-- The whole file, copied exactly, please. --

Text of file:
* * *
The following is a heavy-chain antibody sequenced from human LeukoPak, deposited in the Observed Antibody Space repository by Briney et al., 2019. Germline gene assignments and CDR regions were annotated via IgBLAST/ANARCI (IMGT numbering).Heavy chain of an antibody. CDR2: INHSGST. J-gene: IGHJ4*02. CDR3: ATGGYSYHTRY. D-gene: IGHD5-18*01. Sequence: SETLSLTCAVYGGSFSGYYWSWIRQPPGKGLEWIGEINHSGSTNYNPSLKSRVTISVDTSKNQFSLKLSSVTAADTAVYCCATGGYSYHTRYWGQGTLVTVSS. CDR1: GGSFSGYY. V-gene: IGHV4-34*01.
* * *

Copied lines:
The following is a heavy-chain antibody sequenced from human LeukoPak, deposited in the Observed Antibody Space repository by Briney et al., 2019. Germline gene assignments and CDR regions were annotated via IgBLAST/ANARCI (IMGT numbering).Heavy chain of an antibody. CDR2: INHSGST. J-gene: IGHJ4*02. CDR3: ATGGYSYHTRY. D-gene: IGHD5-18*01. Sequence: SETLSLTCAVYGGSFSGYYWSWIRQPPGKGLEWIGEINHSGSTNYNPSLKSRVTISVDTSKNQFSLKLSSVTAADTAVYCCATGGYSYHTRYWGQGTLVTVSS. CDR1: GGSFSGYY. V-gene: IGHV4-34*01.